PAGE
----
Branson: The dream of space tourism lives on

Virgin Galactic's SpaceShipTwo crashes
Virgin Galactic's SpaceShipTwo crashes

A day after the explosion of a Virgin Galactic spaceship, killing one pilot and injuring another, CEO Richard Branson pledged a full investigation and said he would move ahead with plans to shuttle tourists into space.

"We are determined to know what went wrong and are working closely with authorities to get that information," Branson said Saturday at a press conference in the Mojave Desert, near the site of the accident.

From CNN: 1 dead, 1 injured in SpaceShipTwo test flight failure

Branson continued to express sorrow for the loss of life. But he also addressed a question on many people's mind: Will Virgin continue its space tourism business?

"We're going to learn what went wrong, discover how we can improve safety and performance and then move forward together," Branson said. "Four hundred engineers who work here and most people in the world would love to see the dream living on."

Commercial flights were set to start in 2015.

The Virgin Galactic spaceship that exploded Friday cost nearly $500 million to develop.

Virgin has sold more than 700 tickets to space already, each costing more than $250,000, for future flights. Several celebrities have already signed up, including Justin Bieber, Ashton Kutcher, Leonardo DiCaprio and Stephen Hawking.

Anyone who has bought a ticket and is now nervous about space flight will be able to get a full refund, Branson assured. The company has received more than $80 million from bookings.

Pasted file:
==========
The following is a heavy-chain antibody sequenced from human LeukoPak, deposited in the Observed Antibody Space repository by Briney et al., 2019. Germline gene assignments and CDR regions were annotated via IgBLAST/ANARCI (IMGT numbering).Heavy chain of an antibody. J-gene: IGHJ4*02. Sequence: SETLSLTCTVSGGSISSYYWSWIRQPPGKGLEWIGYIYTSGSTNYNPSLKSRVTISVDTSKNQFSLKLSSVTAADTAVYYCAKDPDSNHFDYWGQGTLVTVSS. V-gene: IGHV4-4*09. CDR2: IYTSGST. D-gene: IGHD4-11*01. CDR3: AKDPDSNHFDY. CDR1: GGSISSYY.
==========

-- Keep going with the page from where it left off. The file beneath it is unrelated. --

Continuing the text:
The special plane is called SpaceShipTwo, and it was designed to carry six passengers.

Virgin Galactic has planned for years to sell trips to transport passengers about 62 miles above Earth -- the beginning of outer space -- and let them experience a few minutes of weightlessness before returning.

Friday's mission was SpaceShipTwo's solo flight number 35, according to the company. A specialized jet carried it into the air and then the crafts separated at 50,000 feet.

They disconnected normally, but within minutes, the spaceship experienced "an in-flight anomaly," Virgin Galactic said.

The plane was designed and built by Mojave-based Scaled Composites, a subsidiary of defense contractor Northrop Grumman (NOC).

The project operates under the wing of The Spaceship Company, a venture that's jointly owned by Branson and Abu Dhabi's Aabar Investments PJS.

"Space is hard and today was a rough day," Virgin Galactic CEO George Whitesides said Friday.

The deadly accident marked the second time in a week that a private U.S. space company suffered a major loss. On Tuesday, a NASA contractor -- the Orbital Sciences Corporation (ORB) -- blew up its own unmanned Antares rocket when it started to malfunction. It was bound for the International Space Station with 5,000 pounds of supplies and experiments.

Rocket explodes on space station resupply mission
Rocket explodes on space station resupply mission

The space community showed signs of solidarity after Friday's explosion.

Elon Musk, CEO of SpaceX, sent his sympathies over Twitter to the families of the pilots and the Virgin Galactic team.

NASA Administrator Charles Bolden also offered condolences.

"Space flight is incredibly difficult, and we commend the passion of all in the space community who take on risk to push the boundaries of human achievement," he said.

--CNN's Jason Hanna and CNNMoney's Octavio Blanco, Katie Lobosco and Jose Pagliery contributed to this report.

Personal Finance

CNNMoney Sponsors